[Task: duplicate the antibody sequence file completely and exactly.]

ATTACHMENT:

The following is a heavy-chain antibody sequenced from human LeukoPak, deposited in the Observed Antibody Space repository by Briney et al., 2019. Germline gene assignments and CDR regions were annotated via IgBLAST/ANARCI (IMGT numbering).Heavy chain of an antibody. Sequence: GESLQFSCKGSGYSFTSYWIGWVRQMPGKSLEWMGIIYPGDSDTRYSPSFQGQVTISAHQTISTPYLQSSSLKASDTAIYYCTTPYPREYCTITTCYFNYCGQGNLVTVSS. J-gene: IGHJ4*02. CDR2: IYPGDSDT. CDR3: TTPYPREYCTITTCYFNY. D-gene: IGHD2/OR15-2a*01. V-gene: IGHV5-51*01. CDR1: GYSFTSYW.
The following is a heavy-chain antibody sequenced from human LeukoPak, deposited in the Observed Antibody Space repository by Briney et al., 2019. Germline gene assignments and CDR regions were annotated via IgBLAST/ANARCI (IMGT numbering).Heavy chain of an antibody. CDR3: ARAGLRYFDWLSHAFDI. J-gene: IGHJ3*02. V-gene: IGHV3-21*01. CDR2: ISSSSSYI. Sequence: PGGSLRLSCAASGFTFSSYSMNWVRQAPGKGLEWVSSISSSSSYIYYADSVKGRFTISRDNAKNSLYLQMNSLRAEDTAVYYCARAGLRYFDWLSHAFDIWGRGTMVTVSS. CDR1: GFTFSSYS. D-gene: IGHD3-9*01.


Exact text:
The following is a heavy-chain antibody sequenced from human LeukoPak, deposited in the Observed Antibody Space repository by Briney et al., 2019. Germline gene assignments and CDR regions were annotated via IgBLAST/ANARCI (IMGT numbering).Heavy chain of an antibody. Sequence: GESLQFSCKGSGYSFTSYWIGWVRQMPGKSLEWMGIIYPGDSDTRYSPSFQGQVTISAHQTISTPYLQSSSLKASDTAIYYCTTPYPREYCTITTCYFNYCGQGNLVTVSS. J-gene: IGHJ4*02. CDR2: IYPGDSDT. CDR3: TTPYPREYCTITTCYFNY. D-gene: IGHD2/OR15-2a*01. V-gene: IGHV5-51*01. CDR1: GYSFTSYW.
The following is a heavy-chain antibody sequenced from human LeukoPak, deposited in the Observed Antibody Space repository by Briney et al., 2019. Germline gene assignments and CDR regions were annotated via IgBLAST/ANARCI (IMGT numbering).Heavy chain of an antibody. CDR3: ARAGLRYFDWLSHAFDI. J-gene: IGHJ3*02. V-gene: IGHV3-21*01. CDR2: ISSSSSYI. Sequence: PGGSLRLSCAASGFTFSSYSMNWVRQAPGKGLEWVSSISSSSSYIYYADSVKGRFTISRDNAKNSLYLQMNSLRAEDTAVYYCARAGLRYFDWLSHAFDIWGRGTMVTVSS. CDR1: GFTFSSYS. D-gene: IGHD3-9*01.